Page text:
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Categories > Sleep Disorders > Sleep apnea

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Not as funny as it sounds—snoring

» Why some snore

» When it’s time to see a doctor

What is sleep apnea?

A struggle for air; unusually loud snoring often accompanied by kicking, flailing and body spasms; feeling disoriented upon awakening and drowsy the rest of the day—those are the symptoms of sleep apnea, a disorder in which people literally stop breathing as they sleep. It happens when muscles in the throat wall relax so much that they actually close up in the deepest stages of sleep, blocking the flow of air. After 20 seconds or so of not breathing, the person is awakened to a lighter level of sleep, only to be disrupted again as he or she heads toward deeper sleep once more. The consequence? It becomes difficult, if not impossible, to get a good night’s sleep. Since obesity is a common culprit in sleep apnea, losing weight is one of the best ways to find relief. A special machine that helps sufferers breathe may also ease the problem.

Self-help for snorers

  1. Exercise regularly to develop good muscle tone.
  2. Maintain a healthy weight.
  3. Avoid alcohol within four hours of bedtime.
  4. Avoid tranquilizers, sleeping pills and antihistamines before bedtime.
  5. Sleep on your side rather than your back. Sew a “snore sock” (a sock with a tennis ball in it) to the back of your pajamas. It will prevent you from rolling onto your back during sleep.
  6. Raise the head of your bed (not your pillow) four inches.
  7. Wear a whiplash collar to bed to keep your chin extended.

The scoop on snoring

The loudest snore recorded was 90 decibels, which is louder than the engine sounds when you’re riding in the back of a bus.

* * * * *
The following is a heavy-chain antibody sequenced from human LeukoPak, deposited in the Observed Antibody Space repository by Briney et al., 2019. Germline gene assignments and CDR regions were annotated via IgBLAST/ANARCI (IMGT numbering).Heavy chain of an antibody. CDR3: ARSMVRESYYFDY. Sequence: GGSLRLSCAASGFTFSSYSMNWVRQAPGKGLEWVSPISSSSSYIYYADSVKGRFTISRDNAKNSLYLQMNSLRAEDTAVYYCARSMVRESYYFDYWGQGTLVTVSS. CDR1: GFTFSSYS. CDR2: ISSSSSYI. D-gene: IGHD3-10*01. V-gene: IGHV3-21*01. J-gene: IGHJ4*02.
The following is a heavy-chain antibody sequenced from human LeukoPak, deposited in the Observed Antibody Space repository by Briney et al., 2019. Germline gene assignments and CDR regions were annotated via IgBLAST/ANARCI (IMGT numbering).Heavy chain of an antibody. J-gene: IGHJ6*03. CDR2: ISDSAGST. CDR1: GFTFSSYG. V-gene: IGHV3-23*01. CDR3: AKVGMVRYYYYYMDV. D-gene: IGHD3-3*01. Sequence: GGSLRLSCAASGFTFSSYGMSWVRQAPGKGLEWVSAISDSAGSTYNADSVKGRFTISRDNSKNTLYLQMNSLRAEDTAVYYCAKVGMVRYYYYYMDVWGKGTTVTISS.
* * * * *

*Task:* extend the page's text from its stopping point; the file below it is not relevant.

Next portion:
Most animals don’t snore because they don’t sleep on their backs. Bulldogs and other breeds with short heads are a notable exception. Occasionally, these dogs require surgery to keep them from strangling while asleep.

Snoring can seem funny. Remember the last time Uncle Bill snorted and gasped his way through your annual Super Bowl party? But for people who are awakened night after night because they can’t breathe, snoring is no laughing matter. Instead it’s a chronic problem, one that may require medical treatment.

Why some snore

In most cases, snoring is caused by flabby muscles in the airway. In deep sleep, these muscles do a poor job of holding the tongue in its proper position. The tongue falls into the airway and vibrates against the soft palate (the back of the roof of the mouth), uvula (the little “knob” that hangs down from the soft palate) and the sides of the throat. Snoring is more pronounced in people who have large tonsils and a long, soft palate and uvula.

Other factors associated with snoring include an underactive thyroid gland; a receding chin; being overweight; obstructed nasal breathing (which might occur with a cold or an allergy episode); and the use of alcoholic beverages, tranquilizers and antihistamines.

While mild snoring may be no more than a nuisance, heavy snorers are more likely to have high blood pressure and to suffer strokes and chest pain than nonsnorers. Snoring can also be downright embarrassing, and more than one marriage has suffered because of it.

When it’s time to see a doctor

When snoring disrupts your life or interferes with a good, restful sleep, a visit to the doctor is in order. What can you expect? When seeking treatment from an ear, nose and throat specialist, a pulmonologist or another physician, your doctor will do a complete examination of the upper airway.

If you experience frequent snorting or choking while asleep, you may be asked to spend a night in a sleep lab to find out if your snoring is symptomatic of sleep apnea. Sleep apnea is a serious condition in which breathing stops completely for 10 seconds or more seven to 10 times per hour. (See “What Is Sleep Apnea?”)

Medical treatment of benign snoring or apnea may include a prescription for a nonsedating, tricyclic antidepressant. This drug decreases the amount of time the sleeper spends in a rapid eye movement (REM) sleep, when snoring and apnea are worst.

In more severe cases, a patient may be required to wear a nasal mask to bed. The mask keeps the airway from collapsing during sleep. Oral appliances that keep the tongue from dropping into the airway also can help some heavy snorers.

For some patients, a physician might recommend surgery to remove a portion of the uvula and soft palate. This procedure is called an uvulopalatopharyngoplasty (UPPP), and it requires a brief hospital stay. A laser is often used in this surgery. Partial UPPP surgery may be performed in a physician’s office, rather than the hospital.


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